Anti-lockdown protests were seen across Germany at the weekend as fatigue over restrictions grows in the region’s largest economy, and beyond.
A number of protests against the government’s coronavirus policy and restrictive measures took place in various Germany cities, including Berlin, Munich and Stuttgart, on Saturday.
More than 5,000 people gathered in Stuttgart, with police having to direct protesters to different locations in order to maintain social distancing measures, public broadcaster Deutsche Welle reported. Another 1,000 people demonstrated at the site of the now-canceled Oktoberfest beer festival. In Berlin, more than 1,000 police were deployed to demonstrations at several sites, Reuters reported.
While most protests were peaceful, some featured right-wing slogans and anti-Semitic conspiracy theories; there were some clashes between these protesters and counter-protesters. German newspaper Bild reported that the protests had attracted “a mix of right and left extremes, conspiracy theorists, anti-vaccine and corona-weary people.”
The anti-lockdown protests, which follow similar demonstrations the weekend before, come despite Germany gradually easing restrictions on public life. Shops and schools have re-opened in Germany, as well as playgrounds, churches and museums. Meanwhile, in a boost to sports fans, the country’s Bundesliga soccer league restarted at the weekend. Members of the public are required to wear masks while on public transport or shopping, however — a point of contention for anti-lockdown protesters.
Other issues raised by the demonstrators include anger at what they see as un-democratic government policies, restrictions on civil liberties and the belief that some measures, such as the wearing of face masks, are not rooted in scientific evidence.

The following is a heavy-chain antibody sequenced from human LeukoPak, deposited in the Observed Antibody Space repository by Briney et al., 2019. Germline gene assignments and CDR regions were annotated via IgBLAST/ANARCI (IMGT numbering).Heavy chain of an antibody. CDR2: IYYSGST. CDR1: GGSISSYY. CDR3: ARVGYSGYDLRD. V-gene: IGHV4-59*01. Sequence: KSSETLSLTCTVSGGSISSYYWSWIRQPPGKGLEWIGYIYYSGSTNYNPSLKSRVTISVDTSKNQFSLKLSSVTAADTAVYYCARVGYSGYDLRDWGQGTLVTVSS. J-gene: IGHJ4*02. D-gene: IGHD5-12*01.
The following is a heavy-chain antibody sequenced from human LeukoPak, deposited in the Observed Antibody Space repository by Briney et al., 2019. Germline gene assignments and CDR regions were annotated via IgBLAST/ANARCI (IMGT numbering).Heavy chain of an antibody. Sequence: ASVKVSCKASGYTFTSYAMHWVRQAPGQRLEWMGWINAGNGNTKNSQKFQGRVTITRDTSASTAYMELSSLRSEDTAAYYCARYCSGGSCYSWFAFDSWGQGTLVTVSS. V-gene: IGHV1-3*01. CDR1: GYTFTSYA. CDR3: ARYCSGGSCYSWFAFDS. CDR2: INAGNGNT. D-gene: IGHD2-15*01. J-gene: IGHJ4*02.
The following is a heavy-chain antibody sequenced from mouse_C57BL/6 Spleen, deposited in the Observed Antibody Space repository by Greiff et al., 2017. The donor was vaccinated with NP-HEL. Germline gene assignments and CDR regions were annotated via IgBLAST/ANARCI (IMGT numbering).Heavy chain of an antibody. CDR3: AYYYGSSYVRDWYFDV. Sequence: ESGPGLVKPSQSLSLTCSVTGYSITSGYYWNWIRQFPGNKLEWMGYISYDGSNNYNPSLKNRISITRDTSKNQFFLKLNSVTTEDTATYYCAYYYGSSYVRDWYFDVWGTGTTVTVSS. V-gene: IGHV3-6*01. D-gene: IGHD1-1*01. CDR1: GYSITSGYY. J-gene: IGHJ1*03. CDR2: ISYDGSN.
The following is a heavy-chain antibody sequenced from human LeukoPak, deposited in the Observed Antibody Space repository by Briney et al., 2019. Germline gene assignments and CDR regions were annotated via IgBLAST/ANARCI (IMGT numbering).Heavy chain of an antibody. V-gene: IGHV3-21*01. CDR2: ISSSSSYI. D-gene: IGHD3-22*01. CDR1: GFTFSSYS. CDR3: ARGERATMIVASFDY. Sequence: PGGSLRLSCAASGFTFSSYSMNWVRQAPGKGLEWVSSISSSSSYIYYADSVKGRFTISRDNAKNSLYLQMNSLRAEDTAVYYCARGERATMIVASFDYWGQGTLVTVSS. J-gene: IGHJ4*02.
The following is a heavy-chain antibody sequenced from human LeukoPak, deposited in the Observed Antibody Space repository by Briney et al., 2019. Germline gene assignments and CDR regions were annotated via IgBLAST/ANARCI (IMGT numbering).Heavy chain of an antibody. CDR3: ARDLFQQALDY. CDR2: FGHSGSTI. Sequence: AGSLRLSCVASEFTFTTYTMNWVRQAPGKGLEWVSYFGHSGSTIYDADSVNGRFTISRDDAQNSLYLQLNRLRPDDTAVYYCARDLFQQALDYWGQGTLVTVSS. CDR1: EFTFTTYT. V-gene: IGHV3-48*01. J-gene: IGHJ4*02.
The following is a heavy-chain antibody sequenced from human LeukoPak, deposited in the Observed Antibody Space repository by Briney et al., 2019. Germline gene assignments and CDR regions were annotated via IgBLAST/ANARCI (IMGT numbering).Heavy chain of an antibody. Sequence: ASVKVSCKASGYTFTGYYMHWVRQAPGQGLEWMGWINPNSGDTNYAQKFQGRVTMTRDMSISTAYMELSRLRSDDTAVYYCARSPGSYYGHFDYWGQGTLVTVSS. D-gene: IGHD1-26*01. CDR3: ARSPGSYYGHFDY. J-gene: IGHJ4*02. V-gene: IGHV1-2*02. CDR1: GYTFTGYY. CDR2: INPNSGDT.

Germany has over 176,000 confirmed cases of the coronavirus but has reported far fewer deaths than its European peers. Its death toll is currently under 8,000, according to data from Johns Hopkins University. By comparison, the U.K. and Italy have both reported over 30,000 deaths from the virus.
Nonetheless, German Chancellor Angela Merkel and the government remain cautious, lifting measures slowly and saying they will re-impose restrictions if the infection rate rises. In the meantime, there are growing concerns that right-wing extremists are exploiting anti-lockdown sentiment.
“We see a trend that extremists, especially right-wing extremists, are exploiting the demonstration,” Thomas Haldenwang, the president of Germany’s domestic intelligence agency, the Bundesamt für Verfassungsschutz (BfV), told the Welt am Sonntag newspaper on Sunday.
He also warned that internet coronavirus conspiracy theories were now being espoused in the real world. The paper quoted North Rhine-Westphalia’s Interior Minister Herbert Reul, who noted that “there are a lot of wolves in sheep’s clothing trying to sneak into the middle of society with their anti-democratic slogans.”
‘Work and bread’
Anti-lockdown protests have not been confined to Germany, with demonstrations against perceived anti-democratic measures taking place elsewhere this weekend.
In London, 19 people were arrested for breaking social distancing rules at an anti-lockdown rally attended by hundreds of people on Saturday.
Meanwhile in Warsaw, police used tear gas to disperse protesters who had gathered in the capital’s Old Town to demand that the government allow businesses to reopen following the coronavirus shutdown. Reportedly carrying slogans such as: “Work and bread,” and: “It will be normal again,” protesters have demanded that the government act faster to re-open the economy.
Still, Poland is ahead of the U.K. when it comes to easing restrictions; in Britain, which has recorded the highest number of death from the coronavirus in Europe, only a few lockdown measures have been lifted.
Now, citizens are allowed unlimited exercise outside and two individuals from different households can meet (as long as it’s outside and if social distancing measures are observed), however most businesses remain closed.
Sources from: CNBC
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